On April 24, 2012, Consumer World, a consumer education organization based in Massachusetts, published the results of its survey on Talking ATM and talking fare machines in the Boston area. (Read full press release below.) The results show that far too many ATMs and fare machines are still not accessible to people with visual impairments. One bank that is doing a good job? Bank of America, where every ATM tested was a working Talking ATM.
ConsumerWorld.org is a consumer education website that was launched in 1995. Its founder and editor is long-time consumer advocate, Edgar Dworsky, who is a former Assistant Attorney General in consumer protection in Massachusetts. Consumer World’s press release is reprinted in full here. Read the full release on the Consumer World website.
Many ATMs and Fare Vending Machines “Shortchange” the Blind
Boston (April 24, 2012)– Many ATMs and MBTA fare vending machines in the Boston area are not accessible to visually-impaired customers according to results of a test by Consumer World.
U.S. Department of Justice rules promulgated in 2010 under the Americans with Disabilities Act require at least one automated teller and one fare machine at each location to be speech-enabled by no later than March 15, 2012, so they can provide step-by-step instructions when earphones are plugged in.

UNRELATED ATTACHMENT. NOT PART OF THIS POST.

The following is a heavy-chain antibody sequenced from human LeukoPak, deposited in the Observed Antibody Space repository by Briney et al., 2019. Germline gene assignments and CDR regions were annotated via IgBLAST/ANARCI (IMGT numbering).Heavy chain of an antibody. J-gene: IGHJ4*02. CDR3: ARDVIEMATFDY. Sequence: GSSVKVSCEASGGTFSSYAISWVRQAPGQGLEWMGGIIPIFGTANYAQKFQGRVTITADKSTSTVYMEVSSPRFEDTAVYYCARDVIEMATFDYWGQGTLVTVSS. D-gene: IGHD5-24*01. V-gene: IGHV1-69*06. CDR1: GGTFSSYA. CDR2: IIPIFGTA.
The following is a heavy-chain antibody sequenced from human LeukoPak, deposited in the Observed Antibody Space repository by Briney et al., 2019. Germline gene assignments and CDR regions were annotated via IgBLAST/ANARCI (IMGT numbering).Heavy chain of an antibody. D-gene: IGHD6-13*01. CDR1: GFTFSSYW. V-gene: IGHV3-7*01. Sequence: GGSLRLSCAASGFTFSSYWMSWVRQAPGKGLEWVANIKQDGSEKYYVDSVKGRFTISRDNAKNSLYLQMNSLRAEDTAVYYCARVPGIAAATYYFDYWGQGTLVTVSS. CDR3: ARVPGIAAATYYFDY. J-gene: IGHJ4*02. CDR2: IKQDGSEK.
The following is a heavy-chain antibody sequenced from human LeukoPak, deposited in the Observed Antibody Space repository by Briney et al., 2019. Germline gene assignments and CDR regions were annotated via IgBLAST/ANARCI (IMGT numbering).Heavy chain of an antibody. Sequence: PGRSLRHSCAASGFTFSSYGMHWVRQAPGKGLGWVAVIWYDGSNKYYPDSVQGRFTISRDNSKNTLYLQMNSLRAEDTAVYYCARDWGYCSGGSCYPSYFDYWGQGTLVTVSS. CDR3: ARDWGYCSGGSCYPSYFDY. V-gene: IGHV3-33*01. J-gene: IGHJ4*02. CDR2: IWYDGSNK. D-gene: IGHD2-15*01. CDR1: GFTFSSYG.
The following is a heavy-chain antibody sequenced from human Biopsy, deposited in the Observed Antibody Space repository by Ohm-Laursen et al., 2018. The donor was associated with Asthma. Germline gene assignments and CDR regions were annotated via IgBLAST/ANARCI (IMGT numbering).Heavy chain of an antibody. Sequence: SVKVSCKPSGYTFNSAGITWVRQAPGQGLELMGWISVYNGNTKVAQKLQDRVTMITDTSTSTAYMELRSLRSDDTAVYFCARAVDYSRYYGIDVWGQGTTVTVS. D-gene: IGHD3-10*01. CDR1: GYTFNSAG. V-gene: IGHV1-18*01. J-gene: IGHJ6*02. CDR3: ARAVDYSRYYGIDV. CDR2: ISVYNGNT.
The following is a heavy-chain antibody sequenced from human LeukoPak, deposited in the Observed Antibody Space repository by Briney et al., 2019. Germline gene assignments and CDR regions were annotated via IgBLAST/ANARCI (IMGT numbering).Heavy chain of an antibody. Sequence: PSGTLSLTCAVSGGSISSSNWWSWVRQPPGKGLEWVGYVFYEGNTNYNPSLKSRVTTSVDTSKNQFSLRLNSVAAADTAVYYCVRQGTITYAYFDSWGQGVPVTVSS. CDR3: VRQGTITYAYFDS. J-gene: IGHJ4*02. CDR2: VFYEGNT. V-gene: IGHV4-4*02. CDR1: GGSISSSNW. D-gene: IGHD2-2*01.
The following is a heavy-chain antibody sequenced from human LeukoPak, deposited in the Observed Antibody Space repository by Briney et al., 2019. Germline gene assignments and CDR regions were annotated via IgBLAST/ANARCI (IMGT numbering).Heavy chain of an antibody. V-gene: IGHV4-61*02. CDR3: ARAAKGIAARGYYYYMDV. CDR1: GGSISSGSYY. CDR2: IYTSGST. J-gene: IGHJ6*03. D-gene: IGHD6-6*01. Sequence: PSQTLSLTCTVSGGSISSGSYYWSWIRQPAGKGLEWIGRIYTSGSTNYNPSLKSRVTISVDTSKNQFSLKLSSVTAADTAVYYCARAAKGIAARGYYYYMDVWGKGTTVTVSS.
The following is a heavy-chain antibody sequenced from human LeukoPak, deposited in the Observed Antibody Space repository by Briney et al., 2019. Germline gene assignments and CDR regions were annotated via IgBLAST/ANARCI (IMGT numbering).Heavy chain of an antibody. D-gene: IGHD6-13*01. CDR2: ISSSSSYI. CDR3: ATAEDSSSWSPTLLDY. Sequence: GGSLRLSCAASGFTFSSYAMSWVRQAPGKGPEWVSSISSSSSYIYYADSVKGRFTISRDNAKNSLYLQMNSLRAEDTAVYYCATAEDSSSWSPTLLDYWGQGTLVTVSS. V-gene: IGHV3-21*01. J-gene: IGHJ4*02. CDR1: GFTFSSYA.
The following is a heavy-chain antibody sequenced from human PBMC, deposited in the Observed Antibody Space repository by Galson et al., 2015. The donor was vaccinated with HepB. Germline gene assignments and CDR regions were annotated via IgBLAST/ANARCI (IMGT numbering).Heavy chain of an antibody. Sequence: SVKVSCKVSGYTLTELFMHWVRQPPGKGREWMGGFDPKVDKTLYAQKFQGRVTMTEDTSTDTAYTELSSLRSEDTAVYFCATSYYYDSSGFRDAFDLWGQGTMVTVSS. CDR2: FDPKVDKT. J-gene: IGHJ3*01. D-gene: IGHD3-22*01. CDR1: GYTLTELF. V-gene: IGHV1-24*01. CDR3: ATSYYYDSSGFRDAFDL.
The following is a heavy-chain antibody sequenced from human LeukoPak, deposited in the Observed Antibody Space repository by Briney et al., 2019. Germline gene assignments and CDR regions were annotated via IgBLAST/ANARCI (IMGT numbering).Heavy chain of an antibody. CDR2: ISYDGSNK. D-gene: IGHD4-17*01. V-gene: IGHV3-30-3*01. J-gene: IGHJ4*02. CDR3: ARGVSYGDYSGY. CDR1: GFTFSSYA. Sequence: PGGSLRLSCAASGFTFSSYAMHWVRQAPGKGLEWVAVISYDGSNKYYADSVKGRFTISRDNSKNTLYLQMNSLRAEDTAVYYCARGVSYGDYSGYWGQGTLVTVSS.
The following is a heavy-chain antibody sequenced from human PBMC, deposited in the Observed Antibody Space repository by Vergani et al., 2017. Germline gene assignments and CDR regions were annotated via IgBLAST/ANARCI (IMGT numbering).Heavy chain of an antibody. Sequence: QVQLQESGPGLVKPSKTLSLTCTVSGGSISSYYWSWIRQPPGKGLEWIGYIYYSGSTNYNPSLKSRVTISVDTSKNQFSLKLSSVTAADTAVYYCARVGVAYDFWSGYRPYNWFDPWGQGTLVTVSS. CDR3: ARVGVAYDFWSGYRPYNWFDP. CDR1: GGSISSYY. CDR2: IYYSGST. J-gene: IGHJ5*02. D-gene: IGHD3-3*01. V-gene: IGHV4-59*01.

Consumer World tested over 200 ATMs and fare machines at dozens of banks and T stations, and found many at two prominent entities that did not provide proper audio: Citizens Bank and the MBTA.
At Citizens, the second largest bank in Massachusetts, nearly half (47%) of the ATMs checked were either not producing audible speech or had yet to be outfitted with speech-enabling technology. At the MBTA, 60% of fare vending machines checked either produced no voice when earphones were attached or breached the customer’s privacy by simultaneously announcing details of purchases and card balances over built-in loudspeakers for anyone nearby to hear. All MBTA fare machines had the required sound output connections present, but many simply did not work right.
According to Department of Justice spokesperson Xochitl Hinojosa, however, ATMs and fare machines that are made accessible but no longer work properly are not technically in violation as long as at least one machine at each location still functions correctly.
“Visually-impaired individuals shouldn’t have to go from machine to machine just to find one that works,” commented ConsumerWorld.org founder Edgar Dworsky. “It is really ironic in the case of Citizens Bank — the bank that advertises that ‘good citizenship is good business’ — that so many of their ATMs are not accessible and appear to violate the law.”
One bank going the extra mile for customers is the often criticized Bank of America, which is the largest bank in Massachusetts. All three dozen of their ATMs checked at 16 different locations were sound-enabled and operating. A spokesperson for the bank said that all its ATMs in the state are speech-enabled although they are not required to be.